If a sexy, curvy girl is "cheesecake," and a sexy, muscular dude is "beefcake," then what do you call a sexy, buff woman? Simple: cheesesteak!
A gifted but lonely college student, Fairchild was recruited by a government agency secretly developing superhumans. The Gen-Factor experiments activated Fairchild's superpowers, transforming her into an extremely strong, well-built, 6'4" woman. After escaping from the program, Fairchild teamed up with the other Gen-Active teens and became the leader of the Gen¹³ team.
After the speculator bubble burst in the comic industry, it was toys' turn next. The same furor that swamped PotF2 meant that nearly anything could get a toy: after all, Star Wars had been an unknown property when it debuted, so it stood to reason that any unknown property could be the next Star Wars, right? Better hurry up and make some toys for it! That's how, in 1998, Image Comics' Gen¹³ entered the world of plastic, with their first figure given out exclusively from the WildStorm booth at Chicago's Wizard World convention.
In addition to being tall, super strong, and nearly invulnerable, Caitlin's inherited superpowers also make her incredibly beautiful (the intelligence she already had before the rest activated, so that's all on her). And since the book was drawn by J. Scott Campbell, she definitely looked it - at least, once he got past trying to draw like Jim Lee and developed his own style. This figure actually does a decent job matching the pre-"art shift" look of the character, which is to say it's very long and angular, and not much at all like you think of Campbell's art nowadays.
Originally a rather slight, mousy little dork, Fairchild
coming to terms with her new powers had more to do with dealing with people's interest in her body than it did with acclimating to what she could actually do with it - which makes her a surprisingly (and sadly) apt metaphor for pretty much any girl going through puberty. So naturally, the girl who suddenly shot up a foot in height, a couple hundred pounds in muscle, and several cup sizes gets a costume that looks like a long-sleeved swimsuit. Yes, it leaves her legs completely bare. And considering the comic came out right around the time of the popularity of "French cut" for both bikinis and underwear, it leaves a little more than just her legs completely bare, n'est-ce pas? The suit is green and purple, with an asymmetrical pattern and fingerless gloves. She wears techy armored boots, and has a pointless strap around her left thigh.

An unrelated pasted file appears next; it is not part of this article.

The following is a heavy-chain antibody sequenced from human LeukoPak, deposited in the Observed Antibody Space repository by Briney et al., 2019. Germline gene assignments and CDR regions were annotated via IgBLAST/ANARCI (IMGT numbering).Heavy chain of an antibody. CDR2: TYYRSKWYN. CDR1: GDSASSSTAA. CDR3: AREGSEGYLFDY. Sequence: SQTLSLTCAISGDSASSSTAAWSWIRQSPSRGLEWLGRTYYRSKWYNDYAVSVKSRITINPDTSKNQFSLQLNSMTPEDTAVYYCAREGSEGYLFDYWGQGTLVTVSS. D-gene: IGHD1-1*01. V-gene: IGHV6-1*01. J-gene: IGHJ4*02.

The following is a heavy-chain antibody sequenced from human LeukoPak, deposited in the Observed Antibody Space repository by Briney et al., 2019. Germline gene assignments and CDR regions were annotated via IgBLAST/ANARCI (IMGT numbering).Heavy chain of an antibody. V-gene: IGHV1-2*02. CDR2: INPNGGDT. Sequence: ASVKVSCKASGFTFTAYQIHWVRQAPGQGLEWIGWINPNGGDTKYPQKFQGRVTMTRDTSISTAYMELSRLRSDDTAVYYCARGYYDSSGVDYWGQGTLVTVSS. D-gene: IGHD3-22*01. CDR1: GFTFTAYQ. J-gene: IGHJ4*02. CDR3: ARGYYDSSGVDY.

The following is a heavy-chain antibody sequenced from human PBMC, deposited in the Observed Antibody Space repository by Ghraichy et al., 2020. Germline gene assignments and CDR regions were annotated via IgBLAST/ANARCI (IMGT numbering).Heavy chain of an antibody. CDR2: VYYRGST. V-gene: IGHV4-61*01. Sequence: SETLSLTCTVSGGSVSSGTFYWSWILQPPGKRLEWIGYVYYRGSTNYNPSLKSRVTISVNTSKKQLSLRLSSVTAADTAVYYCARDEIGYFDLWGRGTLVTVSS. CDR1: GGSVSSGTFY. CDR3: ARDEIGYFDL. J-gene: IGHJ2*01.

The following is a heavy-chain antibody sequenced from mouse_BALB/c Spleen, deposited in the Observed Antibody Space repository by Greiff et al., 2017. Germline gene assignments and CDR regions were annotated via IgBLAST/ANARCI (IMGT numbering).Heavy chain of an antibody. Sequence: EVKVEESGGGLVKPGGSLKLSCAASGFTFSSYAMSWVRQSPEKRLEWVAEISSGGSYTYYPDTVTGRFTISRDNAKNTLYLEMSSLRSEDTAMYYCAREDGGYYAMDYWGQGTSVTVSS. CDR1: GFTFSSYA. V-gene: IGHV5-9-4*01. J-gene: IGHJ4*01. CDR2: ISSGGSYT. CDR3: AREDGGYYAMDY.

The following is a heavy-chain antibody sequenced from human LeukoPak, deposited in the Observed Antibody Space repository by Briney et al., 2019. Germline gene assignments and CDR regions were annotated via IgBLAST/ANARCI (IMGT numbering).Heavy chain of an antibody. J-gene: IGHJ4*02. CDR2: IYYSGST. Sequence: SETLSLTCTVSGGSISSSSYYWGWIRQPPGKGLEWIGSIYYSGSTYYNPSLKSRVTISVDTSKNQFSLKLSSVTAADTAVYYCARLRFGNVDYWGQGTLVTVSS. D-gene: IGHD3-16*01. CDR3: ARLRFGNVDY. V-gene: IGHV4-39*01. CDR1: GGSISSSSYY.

Although this figure came out after Campbell's unique style had been well established, she doesn't really look like his artwork. If anything, the eyes make the toy look like it's based on Joe Chiodo, who has done some Gen¹³ pinups, but isn't what you should really be aiming for. For comparison, look at the Danger Girl toys that were released just a year later, and realize Fairchild should look exactly like them.
For those of you who are too young to remember
the vast wasteland that was toy design in the late '90s, Fairchild's articulation is pretty much what was considered "good" at the time. She has hinged knees and elbows, a swivel neck and shoulders, and a V-crotch. No lie, that was average at the time! And we loved it! Thought it was the pinnacle of toymaking! Yes, despite the fact that there is functionally nothing you can do with her other than move the arms around a little. Her legs are sculpted with a permanent bend, like she's trying to hunch down and look shorter than she is - another thing that keeps this from looking like JSC's art, where she was usually standing tall.
If you bought this figure when it was released, it came with a laptop computer, a sci-fi rifle, and a barbell - all things
Fairchild would be likely to use. But since this was just a promo figure, she didn't come with anything. She was packaged in a plastic bag with a cardboard name tag stapled at the top, nothing fancy. Even loose you can tell her apart from the normal releases, though: her leg strap is purple, while theirs were green, and the colors on the boots were swapped.
Fairchild was just the first of several planned Gen¹³ figures, but the others never materialized. Neither did WildStorm's plan to copy McFarlane Toys' success with their own "WildStorm Action Figures." But now that DC owns all the WildStorm characters, and McToys has a DC Comics license, maybe Todd can take another crack at the team, for old times' sake.